The owner of Clydesdale and Yorkshire banks has slumped into the red with half-year losses of £95 million after taking a hit from the payment protection insurance (PPI) scandal.
Leeds and Glasgow-based CYBG – which is in talks over a potential £1.6 billion takeover of Sir Richard Branson’s Virgin Money – was left nursing the loss after recently taking an extra £350 million charge for PPI mis-selling claims ahead of the complaints deadline.
The new provision, which was revealed last month, saw CYBG take a £202 million pre-tax charge for the first half, as it said £148 million was covered by a conduct indemnity deed with National Australia Bank.
CYBG also put by another £18 million for “other legacy conduct issues” during the half-year to March 31.
Its pre-tax losses came against profits of £46 million a year earlier.
On an underlying basis, it posted a 28% rise in half-year pre-tax profits to £158 million.
Shares fell 4% after the results.
CYBG cautioned it expects trading conditions to “remain challenging”, with slowing consumer spending and borrowing and a competitive mortgage market.
It said: “Spending has slowed and businesses have been holding back investment, which has had some impact on demand, but with credit conditions remaining benign.
“In the mortgage market, the economic uncertainty has reduced customer demand, while competition has remained intense and this has resulted in a challenging pricing environment.”
Its net interest margin – a key measure for retail banks – slipped in the fist half, highlighting the pressure on challenger banks such as CYBG and the rationale behind its proposed takeover of Virgin Money.
The deal, which was revealed earlier this month, would see Virgin Money shareholders own around 36.5% of the new business.
It could mean a major payout for founder Sir Richard Branson, whose Virgin Group holds a controlling stake in the lender.
But it is by no means a done deal, according to banking expert Gary Greenwood at Shore Capital, whose concerns include price and complications of combining IT systems.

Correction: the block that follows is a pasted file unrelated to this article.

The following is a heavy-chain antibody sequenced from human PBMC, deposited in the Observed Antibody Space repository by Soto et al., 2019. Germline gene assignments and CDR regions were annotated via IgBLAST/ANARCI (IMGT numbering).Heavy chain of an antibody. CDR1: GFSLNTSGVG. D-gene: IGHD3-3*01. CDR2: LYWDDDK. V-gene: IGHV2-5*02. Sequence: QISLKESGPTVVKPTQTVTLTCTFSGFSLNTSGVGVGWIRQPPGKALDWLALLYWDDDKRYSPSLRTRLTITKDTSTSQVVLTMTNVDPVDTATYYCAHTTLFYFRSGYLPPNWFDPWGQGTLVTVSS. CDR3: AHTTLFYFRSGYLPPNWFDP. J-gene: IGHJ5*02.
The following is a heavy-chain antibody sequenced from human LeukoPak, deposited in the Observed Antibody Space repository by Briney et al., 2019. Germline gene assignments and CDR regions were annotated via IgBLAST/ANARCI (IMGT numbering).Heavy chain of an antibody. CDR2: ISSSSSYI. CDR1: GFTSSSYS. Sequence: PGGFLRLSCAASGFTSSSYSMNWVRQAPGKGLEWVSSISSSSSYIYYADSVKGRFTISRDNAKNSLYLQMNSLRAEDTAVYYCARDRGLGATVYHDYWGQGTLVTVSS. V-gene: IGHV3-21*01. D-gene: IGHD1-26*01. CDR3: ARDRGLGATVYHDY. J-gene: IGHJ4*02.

He said: “We think it is by no means certain that CYBG will make its proposal formal when the deadline for making such an offer expires on June 4.
“Even then, we think it may need to sweeten its offer in order to get the recommendation of Virgin Money’s management, with a larger premium meaning that more of the benefits would accrue to Virgin Money’s shareholders.”
Half-year results showed CYBG grew gross mortgage lending by 6% year-on-year in the first half, with overall customer lending growth rising to £32.7 billion from £32 billion a year ago.
But it warned that mortgage lending could slow further in its third quarter after some disruption to broker applications following a move to bring mortgage processing back on-shore late last year.
It now expects mortgage growth at the lower end of its expected range over the full year as it also faces a “subdued” mortgage market and “fierce competition”.
CYBG chief executive David Duffy told the Press Association the wider mortgage market was now “stabilising but at a competitive level”.
He added Britons were “being cautious ahead of some clarity” from the Brexit negotiations, with consumer spending slowing and business investment on pause.
But Mr Duffy remained tight-lipped on its plans for a formal bid for Virgin Money, ahead of its June 4 deadline to make a firm offer or walk away.